The Information Commissioner's Office has said that the rash of data-breach reports in the past five months is due not to more data breaches, but to more people admitting to them.
HM Revenue & Customs' loss of 25 million details of people claiming and receiving child benefit was the catalyst for a surge of data-loss reports, an ICO spokesperson told ZDNet.co.uk on Friday.
"More people are stepping forward as they realise the importance of data breaches," said the spokesperson. "We don't think the situation is any worse. Back in July last year we highlighted the need for more data protection."
The ICO released its annual report in July 2007, which criticised "horrifying" security lapses at some of the UK's largest companies.
Increasing scrutiny from regulators, including the ICO, is encouraging more disclosure, said the ICO spokesperson. There is also an ongoing review of data-handling procedures in Whitehall, which the spokesperson said is exposing more data-loss incidents.
"People are stepping forward because they want to get it right," the spokesperson added.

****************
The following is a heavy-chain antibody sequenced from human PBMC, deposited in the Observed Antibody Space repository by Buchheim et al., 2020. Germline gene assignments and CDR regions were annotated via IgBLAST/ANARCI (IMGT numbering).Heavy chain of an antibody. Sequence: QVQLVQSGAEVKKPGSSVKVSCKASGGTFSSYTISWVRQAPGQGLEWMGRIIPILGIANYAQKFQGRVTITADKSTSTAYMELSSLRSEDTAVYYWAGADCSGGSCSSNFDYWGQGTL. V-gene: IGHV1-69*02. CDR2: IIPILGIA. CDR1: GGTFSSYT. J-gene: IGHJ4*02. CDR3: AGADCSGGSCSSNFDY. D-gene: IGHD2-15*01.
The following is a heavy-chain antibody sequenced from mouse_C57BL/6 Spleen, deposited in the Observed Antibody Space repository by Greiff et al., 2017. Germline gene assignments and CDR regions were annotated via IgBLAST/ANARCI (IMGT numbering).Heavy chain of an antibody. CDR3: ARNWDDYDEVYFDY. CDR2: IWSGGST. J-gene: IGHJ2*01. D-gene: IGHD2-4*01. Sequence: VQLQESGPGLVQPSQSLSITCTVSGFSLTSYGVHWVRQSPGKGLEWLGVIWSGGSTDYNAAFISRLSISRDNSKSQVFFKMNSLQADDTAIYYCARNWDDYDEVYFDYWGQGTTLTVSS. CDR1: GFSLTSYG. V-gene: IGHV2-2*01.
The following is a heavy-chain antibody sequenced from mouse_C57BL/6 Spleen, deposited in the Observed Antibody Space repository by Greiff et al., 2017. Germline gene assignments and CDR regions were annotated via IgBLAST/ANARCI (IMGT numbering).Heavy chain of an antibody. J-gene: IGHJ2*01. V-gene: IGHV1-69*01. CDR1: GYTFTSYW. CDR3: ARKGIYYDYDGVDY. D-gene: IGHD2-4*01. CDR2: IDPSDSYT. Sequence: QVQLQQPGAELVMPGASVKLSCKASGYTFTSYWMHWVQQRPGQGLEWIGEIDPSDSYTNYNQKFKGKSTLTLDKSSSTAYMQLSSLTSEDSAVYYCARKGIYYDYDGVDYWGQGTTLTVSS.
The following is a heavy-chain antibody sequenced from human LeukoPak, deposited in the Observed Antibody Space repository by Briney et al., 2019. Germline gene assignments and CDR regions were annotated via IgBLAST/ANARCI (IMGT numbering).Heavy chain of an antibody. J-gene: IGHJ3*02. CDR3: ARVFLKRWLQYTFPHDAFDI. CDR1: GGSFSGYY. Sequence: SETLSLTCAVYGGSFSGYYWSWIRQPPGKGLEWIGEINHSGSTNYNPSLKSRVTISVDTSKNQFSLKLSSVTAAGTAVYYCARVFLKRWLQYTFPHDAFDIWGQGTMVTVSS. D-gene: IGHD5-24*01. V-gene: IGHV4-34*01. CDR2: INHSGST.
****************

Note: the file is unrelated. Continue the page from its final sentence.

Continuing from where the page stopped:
Recent reports of data losses include the loss of a laptop by the Ministry of Defence, disclosed in January, which contained personal details of 600,000 prospective or actual recruits for the armed forces. The MoD also lost the bank details of approximately 3,500 of those people. The DVA admitted to losing thousands of learner-driver details in December, while the NHS said in January that it had lost thousands of patient records on a USB drive.
The ICO said that a common thread in these incidents is that the lost devices had no encryption. "If people used more encryption, they would have fewer problems," said the spokesperson.
Private companies can also suffer from regulatory scrutiny due to data loss. The Financial Services Authority fined Norwich Union £1.26m in December for failing to manage customer-data adequately.
Financial advisory firm Deloitte said there was increased scrutiny of organisations by regulators. "The issue of protecting the privacy of sensitive data has never been under such intense scrutiny," said Mike Maddison, head of security and privacy services at Deloitte. "Increasingly regulators and watchdogs are examining the approaches organisations are taking to protect this vital private information."
Maddison said that it is "often the simplest of procedural errors that can result in a security breach".
"As there is no software patch for people, it is clear that the solution to managing such a risk requires flexibility and is as much about people and culture as process and technology," Maddison said. He added that consumer concerns will continue to make data compromise a high-profile issue, and could result in increased legislation.